A group of sixth grade boys at Hardy Middle School are getting a lesson in career diversity. They are being introduced to a profession many people still associate with women.
One nurse began his introduction by telling students what he first thought about nursing as a profession.
"I never thought about being a nurse," he said. "I was talking to one of my professors and he asked me and I said 'that's for women'."
Every week, sixth graders sit down with mentors and discuss their future goals. It's all part of the A-TEAAM, a national organization dedicated to mentoring and leadership development.
Othor Cain is the Psych Coordinator for the A-TEAAM. He says it's important that young black males broaden their horizons when it comes to their futures.
"If you ask each one of them what they want to be when they grow up they say, 'I want to be a rapper', 'I want to go into the NFL' or 'I want to get to the NBA'," Cain says.
Wednesday, Cain invited black male nurses from various hospitals and practices to introduce these boys to nursing.
"So we're totally introducing them to something that they had not thought of in terms of their careers," he said.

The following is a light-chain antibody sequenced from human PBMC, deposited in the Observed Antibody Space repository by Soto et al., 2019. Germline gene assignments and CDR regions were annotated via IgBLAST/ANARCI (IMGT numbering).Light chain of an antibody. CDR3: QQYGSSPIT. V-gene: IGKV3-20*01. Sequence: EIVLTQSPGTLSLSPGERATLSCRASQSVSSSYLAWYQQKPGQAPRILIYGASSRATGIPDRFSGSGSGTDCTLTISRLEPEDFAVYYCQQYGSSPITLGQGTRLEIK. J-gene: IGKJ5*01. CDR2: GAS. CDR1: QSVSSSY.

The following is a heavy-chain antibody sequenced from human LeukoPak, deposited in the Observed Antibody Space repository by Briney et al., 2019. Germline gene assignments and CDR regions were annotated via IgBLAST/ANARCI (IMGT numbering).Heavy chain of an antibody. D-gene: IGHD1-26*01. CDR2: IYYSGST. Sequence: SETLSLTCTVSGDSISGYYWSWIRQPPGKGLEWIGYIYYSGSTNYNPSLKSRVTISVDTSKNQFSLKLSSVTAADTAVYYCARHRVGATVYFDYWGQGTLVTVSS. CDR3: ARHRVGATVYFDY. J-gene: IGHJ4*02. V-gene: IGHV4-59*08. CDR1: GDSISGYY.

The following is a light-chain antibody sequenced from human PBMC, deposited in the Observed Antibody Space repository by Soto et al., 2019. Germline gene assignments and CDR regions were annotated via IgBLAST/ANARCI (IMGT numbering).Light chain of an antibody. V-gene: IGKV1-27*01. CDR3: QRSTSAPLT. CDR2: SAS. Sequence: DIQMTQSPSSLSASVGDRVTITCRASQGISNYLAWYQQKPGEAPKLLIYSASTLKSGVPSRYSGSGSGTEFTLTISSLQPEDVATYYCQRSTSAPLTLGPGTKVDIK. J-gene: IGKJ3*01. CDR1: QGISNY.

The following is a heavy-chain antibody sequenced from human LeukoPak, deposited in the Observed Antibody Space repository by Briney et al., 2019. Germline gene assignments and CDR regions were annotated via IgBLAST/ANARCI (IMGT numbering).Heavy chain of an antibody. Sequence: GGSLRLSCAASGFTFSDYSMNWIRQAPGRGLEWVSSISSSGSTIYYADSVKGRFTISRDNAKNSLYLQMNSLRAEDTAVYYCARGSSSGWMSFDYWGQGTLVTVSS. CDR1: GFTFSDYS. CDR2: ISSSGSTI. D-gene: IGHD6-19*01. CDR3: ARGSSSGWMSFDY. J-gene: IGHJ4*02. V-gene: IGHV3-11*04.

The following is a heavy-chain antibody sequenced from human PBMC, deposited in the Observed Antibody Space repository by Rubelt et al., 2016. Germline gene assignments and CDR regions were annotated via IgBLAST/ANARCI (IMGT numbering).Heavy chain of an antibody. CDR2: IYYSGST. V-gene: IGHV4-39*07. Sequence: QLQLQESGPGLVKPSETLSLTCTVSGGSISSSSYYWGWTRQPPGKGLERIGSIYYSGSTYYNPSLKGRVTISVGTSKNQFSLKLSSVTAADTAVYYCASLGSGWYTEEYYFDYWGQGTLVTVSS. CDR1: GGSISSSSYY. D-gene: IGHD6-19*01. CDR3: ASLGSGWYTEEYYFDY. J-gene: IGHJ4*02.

Nursing is mostly associated with women says Henry Jackson. Jackson has been a registered nurse for more than 10 years. He says there is a definite stigma.
"I was teased because they said it was a female job," he said.
Jackson was a police officer before he became a nurse at the age of 38. He says his fellow officers were shocked when he became a nurse. It was just a job. However, they soon changed their minds.
"When we compared salaries, they realized that nursing is a profession," he said.
According to the nurses, nurses coming out of nursing school start at $20 per hour. ER nurses and Intensive Care nurses can make up to six figure salaries
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Sources say the man came into the restaurant with his family, got up and left, then drove his car into the building.